Today's Gazette states that the rebels have evacuated Munson's Hill near Washington, a strategic position which commanded the encamp of 60,000 of our troops. Do they despair of taking Washington or is it a ruse to deceive M'Clellan and draw him into another Bull Run trap? May He have wisdom and courage to direct him aright. Perhaps the rebels contemplate some new move against Rosecrans or toward Kentucky and Cincinnati. Gen. Mitchell who is now in command of the Department of Ohio is throwing up intrenchments on the hills near Cincinnati and it is said that he is desirous to collect a large army at that point. Some Ohio regiments among them the 14" (Col. Steadman's) have been sent to Kentucky, which having by the actions of her legislature, thrown off her neutrality is now ranged on the side of Government. Federal troops have been sent there to protect Union men and to repel the rebel forces which are in possession of Bowling Green and other points. There will be stirring times in Kentucky.
Fremont is still denounced by many. I think meanly and unjustly. I hope he may have an opportunity to silence his enemies. His position in Missouri is a difficult one. Now he has taken the field. May He who directs all things, and without whose blessing it is vain to fight, give him the victory.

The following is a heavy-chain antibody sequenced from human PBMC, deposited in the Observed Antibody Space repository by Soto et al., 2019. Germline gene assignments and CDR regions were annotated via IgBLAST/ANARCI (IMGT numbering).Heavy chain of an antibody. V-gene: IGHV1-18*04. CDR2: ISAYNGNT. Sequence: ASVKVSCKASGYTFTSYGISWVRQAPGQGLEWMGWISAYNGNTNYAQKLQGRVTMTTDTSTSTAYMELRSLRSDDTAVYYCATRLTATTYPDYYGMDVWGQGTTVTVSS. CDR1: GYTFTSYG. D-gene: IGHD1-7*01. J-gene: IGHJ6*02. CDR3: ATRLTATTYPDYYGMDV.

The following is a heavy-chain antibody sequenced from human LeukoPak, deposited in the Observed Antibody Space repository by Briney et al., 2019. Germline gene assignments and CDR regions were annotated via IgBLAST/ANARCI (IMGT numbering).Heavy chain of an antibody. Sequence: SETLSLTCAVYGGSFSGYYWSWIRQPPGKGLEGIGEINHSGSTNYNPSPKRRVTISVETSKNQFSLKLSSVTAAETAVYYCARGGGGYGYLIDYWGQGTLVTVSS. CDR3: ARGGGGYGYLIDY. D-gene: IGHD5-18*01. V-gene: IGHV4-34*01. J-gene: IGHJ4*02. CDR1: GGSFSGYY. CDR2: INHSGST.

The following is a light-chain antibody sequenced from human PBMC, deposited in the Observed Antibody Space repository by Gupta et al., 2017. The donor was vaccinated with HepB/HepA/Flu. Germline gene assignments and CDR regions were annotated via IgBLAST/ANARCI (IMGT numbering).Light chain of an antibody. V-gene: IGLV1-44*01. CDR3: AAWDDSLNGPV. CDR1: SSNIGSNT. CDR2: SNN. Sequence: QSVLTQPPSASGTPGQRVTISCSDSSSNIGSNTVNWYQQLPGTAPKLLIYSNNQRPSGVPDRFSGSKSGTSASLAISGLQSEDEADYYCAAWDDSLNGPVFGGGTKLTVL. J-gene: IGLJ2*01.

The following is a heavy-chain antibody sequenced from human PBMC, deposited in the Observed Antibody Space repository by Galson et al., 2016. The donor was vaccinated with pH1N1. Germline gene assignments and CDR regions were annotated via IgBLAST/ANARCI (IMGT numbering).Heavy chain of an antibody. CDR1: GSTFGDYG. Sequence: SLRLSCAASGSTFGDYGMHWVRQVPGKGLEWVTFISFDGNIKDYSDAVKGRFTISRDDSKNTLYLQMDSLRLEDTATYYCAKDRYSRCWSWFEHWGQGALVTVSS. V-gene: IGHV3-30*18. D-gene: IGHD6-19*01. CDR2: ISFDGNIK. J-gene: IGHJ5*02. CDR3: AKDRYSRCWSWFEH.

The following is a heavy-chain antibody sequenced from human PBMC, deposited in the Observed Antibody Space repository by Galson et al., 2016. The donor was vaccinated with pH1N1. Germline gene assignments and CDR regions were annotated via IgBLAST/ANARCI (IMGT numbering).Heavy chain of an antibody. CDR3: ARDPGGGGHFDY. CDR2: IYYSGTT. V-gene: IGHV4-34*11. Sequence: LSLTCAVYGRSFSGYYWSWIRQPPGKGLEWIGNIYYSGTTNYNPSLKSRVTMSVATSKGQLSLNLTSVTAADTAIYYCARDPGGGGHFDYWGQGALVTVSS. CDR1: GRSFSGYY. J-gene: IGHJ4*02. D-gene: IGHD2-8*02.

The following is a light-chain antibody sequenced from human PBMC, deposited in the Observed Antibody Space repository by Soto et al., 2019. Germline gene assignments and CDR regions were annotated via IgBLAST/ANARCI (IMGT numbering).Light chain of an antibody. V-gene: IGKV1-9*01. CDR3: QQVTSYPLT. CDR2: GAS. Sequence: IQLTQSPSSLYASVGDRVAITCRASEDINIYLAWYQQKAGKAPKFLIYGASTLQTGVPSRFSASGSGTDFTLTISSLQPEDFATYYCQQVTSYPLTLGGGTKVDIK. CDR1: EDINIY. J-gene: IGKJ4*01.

Ephraim Dawes, Julia's nephew, is preparing for service with the Union army. With William at last recovering from typhoid, Ephraim is not so needed at home.
The Old Stone House in which Julia and brother William and his family lived is no longer standing so it is difficult to picture the particulars that Julia describes. Here is a painting of the Old Stone House:
|The Old Stone House, Constitution, Ohio|
Here is a map of Munson's Hill and an illustration and description of Munson's Hill from Harper's Weekly.
Fremont was a Union general who had issued a proclamation freeing slaves in Missouri. This caused political difficulties for Lincoln who believed that Fremont had not only overstepped his authority but that his proclamation might tip Missouri toward the Confederacy. In addition, the various regiments under Fremont's command in Missouri were not communicating well and appeared quite disorganized.
|John C. Fremont|